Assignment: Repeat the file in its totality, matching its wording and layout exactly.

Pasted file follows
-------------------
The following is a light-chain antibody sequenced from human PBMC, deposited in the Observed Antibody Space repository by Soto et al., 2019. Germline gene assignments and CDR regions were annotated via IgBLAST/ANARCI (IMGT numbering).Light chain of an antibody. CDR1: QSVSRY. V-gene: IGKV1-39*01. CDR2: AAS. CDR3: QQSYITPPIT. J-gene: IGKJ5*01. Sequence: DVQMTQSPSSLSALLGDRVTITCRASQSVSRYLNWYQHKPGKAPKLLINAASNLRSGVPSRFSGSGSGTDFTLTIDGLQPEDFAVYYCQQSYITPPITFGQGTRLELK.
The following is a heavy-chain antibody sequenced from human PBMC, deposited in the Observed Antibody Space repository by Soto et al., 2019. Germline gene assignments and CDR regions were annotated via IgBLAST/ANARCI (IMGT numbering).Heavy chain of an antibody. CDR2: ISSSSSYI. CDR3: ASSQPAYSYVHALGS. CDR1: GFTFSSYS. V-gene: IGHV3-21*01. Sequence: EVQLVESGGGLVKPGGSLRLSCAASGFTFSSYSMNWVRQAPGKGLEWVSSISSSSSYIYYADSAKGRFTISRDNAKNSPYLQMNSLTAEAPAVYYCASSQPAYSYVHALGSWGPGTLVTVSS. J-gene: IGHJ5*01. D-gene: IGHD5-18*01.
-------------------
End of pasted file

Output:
The following is a light-chain antibody sequenced from human PBMC, deposited in the Observed Antibody Space repository by Soto et al., 2019. Germline gene assignments and CDR regions were annotated via IgBLAST/ANARCI (IMGT numbering).Light chain of an antibody. CDR1: QSVSRY. V-gene: IGKV1-39*01. CDR2: AAS. CDR3: QQSYITPPIT. J-gene: IGKJ5*01. Sequence: DVQMTQSPSSLSALLGDRVTITCRASQSVSRYLNWYQHKPGKAPKLLINAASNLRSGVPSRFSGSGSGTDFTLTIDGLQPEDFAVYYCQQSYITPPITFGQGTRLELK.
The following is a heavy-chain antibody sequenced from human PBMC, deposited in the Observed Antibody Space repository by Soto et al., 2019. Germline gene assignments and CDR regions were annotated via IgBLAST/ANARCI (IMGT numbering).Heavy chain of an antibody. CDR2: ISSSSSYI. CDR3: ASSQPAYSYVHALGS. CDR1: GFTFSSYS. V-gene: IGHV3-21*01. Sequence: EVQLVESGGGLVKPGGSLRLSCAASGFTFSSYSMNWVRQAPGKGLEWVSSISSSSSYIYYADSAKGRFTISRDNAKNSPYLQMNSLTAEAPAVYYCASSQPAYSYVHALGSWGPGTLVTVSS. J-gene: IGHJ5*01. D-gene: IGHD5-18*01.